CREEP OF A COMPOSITE AND FLOW OF DIRTY ICE IN GLACIER: T. Mori Ryobi Ltd., Toshima, Kita, Tokyo 114, Japan; K. Wakashima, Tokyo Inst. Tech. Nagatsuta, Midori, Yokohama 226, Japan

Using a micromechanics approach, creep of a composite, a material consisting of a plastic matrix and reinforcements (inclusions), is examined. It is shown that if no relaxation process is operative, the creep of a composite eventually stops, contrary to the prediction of a model used by continuum plasticity. This is due to the accumulation of internal stresses. The combination of sliding and mass transport on the interfaces of inclusions plays a role, equal to or more effective than plastic deformation allowed in the inclusions, to relax stresses. If these two relaxation processes operate, the balanced state of stresses is achieved in the matrix and inclusions mass transport and sliding, leading to a stationary creep state.

4:50 pm

RHEOLOGY, MELT MIGRATION AND DILATATIONAL ATTENUATION IN EQUILIBRATED PARTIAL MELTS: R.F. Cooper, Department of Materials Science and Engineering and Geology and Geophysics, University of Wisconsin, Madison, WI 53706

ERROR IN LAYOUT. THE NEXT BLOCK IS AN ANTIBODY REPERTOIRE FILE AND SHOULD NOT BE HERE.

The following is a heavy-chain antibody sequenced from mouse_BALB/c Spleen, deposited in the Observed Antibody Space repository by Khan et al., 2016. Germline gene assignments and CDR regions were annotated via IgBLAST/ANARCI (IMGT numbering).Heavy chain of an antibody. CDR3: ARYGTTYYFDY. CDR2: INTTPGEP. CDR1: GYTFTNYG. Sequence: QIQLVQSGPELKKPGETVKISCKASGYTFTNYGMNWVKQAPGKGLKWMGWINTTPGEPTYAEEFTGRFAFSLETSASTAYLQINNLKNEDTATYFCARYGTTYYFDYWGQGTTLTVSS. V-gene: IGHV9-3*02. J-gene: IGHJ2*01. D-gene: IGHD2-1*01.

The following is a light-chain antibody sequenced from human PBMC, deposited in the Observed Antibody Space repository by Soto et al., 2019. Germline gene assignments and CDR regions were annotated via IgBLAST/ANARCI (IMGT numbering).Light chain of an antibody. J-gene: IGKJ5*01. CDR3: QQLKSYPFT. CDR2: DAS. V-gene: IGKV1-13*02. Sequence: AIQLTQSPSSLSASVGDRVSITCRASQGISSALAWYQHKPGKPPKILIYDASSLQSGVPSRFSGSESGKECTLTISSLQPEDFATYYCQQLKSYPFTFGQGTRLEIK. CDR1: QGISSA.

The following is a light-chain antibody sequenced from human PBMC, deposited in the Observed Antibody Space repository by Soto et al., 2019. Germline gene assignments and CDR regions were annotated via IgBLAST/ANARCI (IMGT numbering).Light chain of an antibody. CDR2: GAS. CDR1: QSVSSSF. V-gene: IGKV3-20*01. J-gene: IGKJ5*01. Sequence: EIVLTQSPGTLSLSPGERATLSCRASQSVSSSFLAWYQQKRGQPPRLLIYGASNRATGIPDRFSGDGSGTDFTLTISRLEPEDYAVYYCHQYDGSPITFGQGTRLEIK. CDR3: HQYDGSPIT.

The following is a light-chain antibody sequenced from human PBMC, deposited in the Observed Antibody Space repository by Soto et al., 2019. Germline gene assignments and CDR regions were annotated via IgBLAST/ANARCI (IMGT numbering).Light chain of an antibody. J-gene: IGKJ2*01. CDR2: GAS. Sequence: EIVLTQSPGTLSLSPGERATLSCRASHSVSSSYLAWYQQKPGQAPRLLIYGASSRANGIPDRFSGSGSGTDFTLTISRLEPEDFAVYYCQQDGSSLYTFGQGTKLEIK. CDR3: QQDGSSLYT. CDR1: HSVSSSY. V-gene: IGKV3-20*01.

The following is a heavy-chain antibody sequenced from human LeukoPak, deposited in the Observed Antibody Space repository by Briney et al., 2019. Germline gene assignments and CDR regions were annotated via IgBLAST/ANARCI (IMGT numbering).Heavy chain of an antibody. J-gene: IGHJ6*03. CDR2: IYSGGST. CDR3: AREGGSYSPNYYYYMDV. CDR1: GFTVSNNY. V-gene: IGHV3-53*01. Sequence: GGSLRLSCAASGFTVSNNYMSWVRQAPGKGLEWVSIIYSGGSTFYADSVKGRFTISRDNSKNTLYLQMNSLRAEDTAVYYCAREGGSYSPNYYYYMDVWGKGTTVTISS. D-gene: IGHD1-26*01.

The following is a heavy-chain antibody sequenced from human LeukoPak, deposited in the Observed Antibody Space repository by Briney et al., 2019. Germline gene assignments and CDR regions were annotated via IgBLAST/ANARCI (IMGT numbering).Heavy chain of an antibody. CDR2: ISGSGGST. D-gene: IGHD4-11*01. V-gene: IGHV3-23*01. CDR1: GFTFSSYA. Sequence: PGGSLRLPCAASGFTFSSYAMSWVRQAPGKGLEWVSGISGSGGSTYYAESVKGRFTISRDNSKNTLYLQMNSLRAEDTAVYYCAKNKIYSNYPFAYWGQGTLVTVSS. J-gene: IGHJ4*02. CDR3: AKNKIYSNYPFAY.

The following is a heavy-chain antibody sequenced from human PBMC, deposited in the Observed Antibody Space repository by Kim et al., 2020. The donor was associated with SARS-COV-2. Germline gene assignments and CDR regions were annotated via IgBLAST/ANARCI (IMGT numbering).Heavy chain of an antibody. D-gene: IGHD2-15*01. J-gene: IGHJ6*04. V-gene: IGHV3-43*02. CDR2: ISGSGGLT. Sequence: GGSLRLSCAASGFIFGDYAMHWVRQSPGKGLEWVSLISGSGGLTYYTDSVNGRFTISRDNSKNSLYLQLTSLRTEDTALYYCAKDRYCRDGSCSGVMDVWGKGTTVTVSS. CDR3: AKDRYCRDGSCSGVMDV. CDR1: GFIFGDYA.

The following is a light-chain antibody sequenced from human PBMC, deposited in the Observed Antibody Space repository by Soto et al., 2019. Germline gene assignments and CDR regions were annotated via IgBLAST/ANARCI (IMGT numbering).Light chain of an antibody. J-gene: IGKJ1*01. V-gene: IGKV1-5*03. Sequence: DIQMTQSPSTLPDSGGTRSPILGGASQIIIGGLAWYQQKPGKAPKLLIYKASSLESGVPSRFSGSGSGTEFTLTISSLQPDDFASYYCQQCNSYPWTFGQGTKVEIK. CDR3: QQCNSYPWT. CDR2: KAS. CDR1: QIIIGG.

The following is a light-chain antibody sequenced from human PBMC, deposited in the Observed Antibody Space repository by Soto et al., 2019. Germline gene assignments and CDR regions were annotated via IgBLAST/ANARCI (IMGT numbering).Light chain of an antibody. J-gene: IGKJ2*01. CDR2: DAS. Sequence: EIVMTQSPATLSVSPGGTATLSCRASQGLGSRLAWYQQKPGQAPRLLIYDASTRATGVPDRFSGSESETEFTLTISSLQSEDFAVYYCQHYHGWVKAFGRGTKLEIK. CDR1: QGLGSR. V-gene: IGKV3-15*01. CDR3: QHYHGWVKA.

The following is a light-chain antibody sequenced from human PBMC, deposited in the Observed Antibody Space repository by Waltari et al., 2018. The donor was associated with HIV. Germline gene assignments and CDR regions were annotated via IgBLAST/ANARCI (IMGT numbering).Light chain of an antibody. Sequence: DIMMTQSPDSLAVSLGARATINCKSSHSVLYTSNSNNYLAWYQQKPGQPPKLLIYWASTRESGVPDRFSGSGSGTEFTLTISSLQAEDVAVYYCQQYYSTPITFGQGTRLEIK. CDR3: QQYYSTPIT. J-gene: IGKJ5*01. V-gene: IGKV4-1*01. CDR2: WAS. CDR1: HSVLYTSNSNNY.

The rheology of partial melts is first-order dependent on the (quasi) equilibrium distribution of the melt phase at the grain scale. The primary rheologic effect of partial melting is to enhance the rates of diffusional creep mechanisms far greater than those of dislocation mechanisms: for a given set of ([[sigma]], T) conditions, change of dominant mechanism and strain rate increases from 2 to 104 are possible, depending on liquid-solid interfacial equilibrium. The partially molten aggregate is thus considered as two interpenetrating fluids, and potentials for relative motion of the solid and liquid phases accompanies plastic deformation. The melt-migration response is distinctly anelastic; as a consequence, dilatational attenuation becomes a significant aspect of the internal friction signature of partial melts. Illustration of these phenomena will be made with data on silicate assemblages. Applications of these ideas range from the characterization of rheology of, and magma motion in, Earth's upper mantle and lower crust, to the forging of ceramics, to the high-temperature creep of ceramics composites.